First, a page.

Before the word “player development” was coined, Broken Arrow won state             championships (currently Hurricane), Jenks produced some of the best teams in the state (currently M-TSC), and many of these players were trained by moms and dads in their younger years.  Coaches with a soccer background can enhance the soccer experience for kids, and probably will get better individual and team results than a “lay” coach without a soccer background.  But do not be “fooled” into thinking that one program “produces” better players.  Too many clubs hire coaches from other competing clubs each year for one club to have found the “secret” to player development success.  Pele, George Best, Diego Maradona, and Ronaldo did not spend their youth in a player development program.  They were identified as gifted and blessed, asked to play pro early, and were thus destined for greatness. 
     
    Certainly there are clubs who have larger player pools to identify players from.  This luxury may be no credit to their ability or management as a club.  Many of those pools of players have been consistently present in certain “pockets” of the metro Tulsa area since youth soccer arrived on the scene in Tulsa in the 70’s.  Socioeconomics and culture probably play a more significant role in the mosaic of player pools than anything.   More times than not coaches make the mistake of using “player development” in the place of  “player recruitment and “identification”.  Some clubs simply have a more fertile ground from which to harvest players.  Clubs that are serious about player development will allow their top and more experienced coaches to train and teach the younger age groups (a slowly developing trend in Tulsa).  The pillars of a successful “player development program” include:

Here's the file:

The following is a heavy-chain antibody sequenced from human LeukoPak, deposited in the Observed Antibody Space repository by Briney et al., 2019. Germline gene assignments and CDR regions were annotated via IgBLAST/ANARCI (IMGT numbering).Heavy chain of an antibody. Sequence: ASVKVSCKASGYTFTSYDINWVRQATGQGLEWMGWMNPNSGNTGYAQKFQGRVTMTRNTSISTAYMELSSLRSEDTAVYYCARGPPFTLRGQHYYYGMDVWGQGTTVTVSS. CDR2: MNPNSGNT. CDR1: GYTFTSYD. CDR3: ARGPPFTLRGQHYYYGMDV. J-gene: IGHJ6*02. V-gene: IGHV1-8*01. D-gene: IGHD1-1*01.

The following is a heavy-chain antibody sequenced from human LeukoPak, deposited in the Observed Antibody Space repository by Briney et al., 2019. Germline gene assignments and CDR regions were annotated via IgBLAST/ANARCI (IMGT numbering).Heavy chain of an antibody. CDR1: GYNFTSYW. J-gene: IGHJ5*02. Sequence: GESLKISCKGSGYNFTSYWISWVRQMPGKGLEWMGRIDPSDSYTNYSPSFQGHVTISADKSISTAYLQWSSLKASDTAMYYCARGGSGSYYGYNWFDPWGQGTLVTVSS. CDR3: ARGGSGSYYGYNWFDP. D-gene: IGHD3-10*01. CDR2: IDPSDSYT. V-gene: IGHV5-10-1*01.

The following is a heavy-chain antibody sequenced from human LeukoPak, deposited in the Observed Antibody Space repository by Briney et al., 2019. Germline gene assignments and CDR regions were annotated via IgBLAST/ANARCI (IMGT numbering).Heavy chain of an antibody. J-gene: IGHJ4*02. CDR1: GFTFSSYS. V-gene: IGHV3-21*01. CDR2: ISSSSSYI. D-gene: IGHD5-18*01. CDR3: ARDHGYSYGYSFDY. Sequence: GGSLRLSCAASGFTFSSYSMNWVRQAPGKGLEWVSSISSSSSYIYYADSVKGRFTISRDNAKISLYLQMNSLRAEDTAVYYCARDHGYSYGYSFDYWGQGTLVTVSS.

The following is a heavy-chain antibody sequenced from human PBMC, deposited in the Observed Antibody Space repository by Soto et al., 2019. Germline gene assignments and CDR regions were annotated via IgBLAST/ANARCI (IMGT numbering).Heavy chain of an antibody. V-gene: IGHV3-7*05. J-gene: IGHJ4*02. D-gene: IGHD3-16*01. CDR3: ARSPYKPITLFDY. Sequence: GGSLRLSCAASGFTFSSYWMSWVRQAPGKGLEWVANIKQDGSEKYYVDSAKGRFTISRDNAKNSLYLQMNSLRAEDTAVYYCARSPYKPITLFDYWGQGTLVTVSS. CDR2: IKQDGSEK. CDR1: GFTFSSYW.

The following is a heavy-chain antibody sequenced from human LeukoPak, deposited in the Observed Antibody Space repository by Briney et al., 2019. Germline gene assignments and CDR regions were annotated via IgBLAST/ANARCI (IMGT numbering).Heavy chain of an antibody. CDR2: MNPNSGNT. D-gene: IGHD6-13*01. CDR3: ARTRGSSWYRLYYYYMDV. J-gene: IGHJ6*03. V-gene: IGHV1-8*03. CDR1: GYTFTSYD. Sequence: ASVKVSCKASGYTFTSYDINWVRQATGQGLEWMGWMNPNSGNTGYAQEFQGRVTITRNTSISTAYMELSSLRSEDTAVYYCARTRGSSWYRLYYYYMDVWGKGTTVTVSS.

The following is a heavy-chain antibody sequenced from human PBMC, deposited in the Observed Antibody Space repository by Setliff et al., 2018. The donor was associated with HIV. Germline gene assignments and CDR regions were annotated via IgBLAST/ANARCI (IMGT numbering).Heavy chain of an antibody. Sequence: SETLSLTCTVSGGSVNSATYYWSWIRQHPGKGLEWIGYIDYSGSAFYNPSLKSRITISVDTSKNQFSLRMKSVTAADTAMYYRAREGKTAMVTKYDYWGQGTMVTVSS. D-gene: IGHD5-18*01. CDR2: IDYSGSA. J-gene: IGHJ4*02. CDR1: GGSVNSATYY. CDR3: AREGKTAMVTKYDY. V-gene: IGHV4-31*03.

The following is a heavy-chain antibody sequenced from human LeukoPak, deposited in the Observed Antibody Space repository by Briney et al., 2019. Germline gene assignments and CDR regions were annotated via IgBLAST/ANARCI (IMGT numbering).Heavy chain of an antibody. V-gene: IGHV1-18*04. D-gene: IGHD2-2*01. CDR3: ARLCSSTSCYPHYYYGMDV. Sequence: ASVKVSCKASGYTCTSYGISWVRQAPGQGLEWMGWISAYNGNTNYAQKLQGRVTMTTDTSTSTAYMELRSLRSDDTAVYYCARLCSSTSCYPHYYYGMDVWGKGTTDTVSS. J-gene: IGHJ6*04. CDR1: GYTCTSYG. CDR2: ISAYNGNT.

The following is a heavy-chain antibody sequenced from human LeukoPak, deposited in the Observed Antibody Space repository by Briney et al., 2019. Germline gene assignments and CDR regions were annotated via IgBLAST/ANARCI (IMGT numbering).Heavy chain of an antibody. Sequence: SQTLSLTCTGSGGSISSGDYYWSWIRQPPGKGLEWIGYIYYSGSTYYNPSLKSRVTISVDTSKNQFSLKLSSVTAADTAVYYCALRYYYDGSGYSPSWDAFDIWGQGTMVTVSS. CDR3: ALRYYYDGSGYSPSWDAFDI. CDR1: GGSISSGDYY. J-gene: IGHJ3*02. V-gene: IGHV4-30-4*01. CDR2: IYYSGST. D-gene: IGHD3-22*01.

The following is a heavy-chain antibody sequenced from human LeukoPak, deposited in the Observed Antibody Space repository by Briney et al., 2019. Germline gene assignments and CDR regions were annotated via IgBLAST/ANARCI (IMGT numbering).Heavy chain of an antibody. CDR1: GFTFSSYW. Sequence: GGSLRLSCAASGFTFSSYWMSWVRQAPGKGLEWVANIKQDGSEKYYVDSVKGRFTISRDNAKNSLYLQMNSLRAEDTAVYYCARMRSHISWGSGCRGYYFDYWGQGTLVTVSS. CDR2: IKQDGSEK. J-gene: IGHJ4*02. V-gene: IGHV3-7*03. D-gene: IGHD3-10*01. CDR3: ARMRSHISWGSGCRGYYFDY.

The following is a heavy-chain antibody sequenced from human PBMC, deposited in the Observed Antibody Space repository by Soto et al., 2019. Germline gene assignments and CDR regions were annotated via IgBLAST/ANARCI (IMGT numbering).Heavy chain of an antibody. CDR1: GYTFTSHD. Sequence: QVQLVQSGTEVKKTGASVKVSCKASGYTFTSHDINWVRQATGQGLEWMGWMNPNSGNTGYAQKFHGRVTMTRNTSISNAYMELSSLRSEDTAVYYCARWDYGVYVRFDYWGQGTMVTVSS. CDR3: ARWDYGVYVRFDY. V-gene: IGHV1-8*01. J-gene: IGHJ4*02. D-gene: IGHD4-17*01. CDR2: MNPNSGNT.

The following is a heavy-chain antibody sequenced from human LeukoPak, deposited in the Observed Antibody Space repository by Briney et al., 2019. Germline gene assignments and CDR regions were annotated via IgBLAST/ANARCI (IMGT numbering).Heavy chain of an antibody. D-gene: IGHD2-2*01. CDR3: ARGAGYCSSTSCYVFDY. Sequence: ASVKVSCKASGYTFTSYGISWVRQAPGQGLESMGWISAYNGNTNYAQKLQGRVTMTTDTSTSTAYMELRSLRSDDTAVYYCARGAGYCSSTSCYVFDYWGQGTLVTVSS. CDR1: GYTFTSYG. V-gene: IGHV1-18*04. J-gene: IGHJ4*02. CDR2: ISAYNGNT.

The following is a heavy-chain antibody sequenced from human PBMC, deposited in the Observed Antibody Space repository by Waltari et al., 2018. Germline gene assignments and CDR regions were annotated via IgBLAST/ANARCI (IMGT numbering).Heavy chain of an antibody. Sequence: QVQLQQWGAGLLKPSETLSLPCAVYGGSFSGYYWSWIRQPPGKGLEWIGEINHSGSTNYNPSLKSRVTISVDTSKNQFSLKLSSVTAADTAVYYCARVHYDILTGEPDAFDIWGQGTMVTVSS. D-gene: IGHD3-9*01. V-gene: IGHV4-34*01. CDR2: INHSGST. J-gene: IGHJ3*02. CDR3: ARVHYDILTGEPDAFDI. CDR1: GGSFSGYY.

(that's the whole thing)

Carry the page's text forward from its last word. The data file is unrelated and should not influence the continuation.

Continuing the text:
a) Instruction   b) Competition   c) Evaluation  
    d) Support       e) Advisement    f) Coaching
    e) Priority on the player instead of club or team results and trophies
     
  • MYTH: We have the best coaching staff in the state and the region. It is interesting
    that any one club would make this claim, considering the number of coaching movements across clubs each year.  In fact in the past two years some of Oklahoma’s own “super clubs” have absorbed a large portion of their coaching staff from other clubs.  If one club ever does arrive at a level of superiority over another you will notice a trend in coach retention from year to year that corresponds to results.  TSC can claim to have the most experienced staff, in years and in background.  Edmond can claim to have one of the most educated staffs. 
     
    Check websites across the country and you’ll discover that hundreds of clubs in the Midwest region offer the “best coaching staff in the region”.  The reality is most coaches are simply former players with a passion for the game.  When you do research you’ll discover that a rare few coaches distinguish themselves as consistently getting results.  Even in that evaluation, it is difficult to fairly assess since some coaches traditionally inherit or “find” ready-made teams – teams that were good by “talent” before the coach’s arrival.  To truly evaluate the ability of a coach you may need to look at a coach’s record in bringing a team up through the ranks.  In other words you may have to do enough research to see if a coach has a tradition of turning a losing or low-achieving team into a winning, high-achieving team.  Most importantly a coach’s record will speak through his former and past players, who usually care most about the experience they received under the coach’s tutelage.  Besides winning, a coach is charged with most importantly, helping to provide a memorable, lifelong, learning “experience”.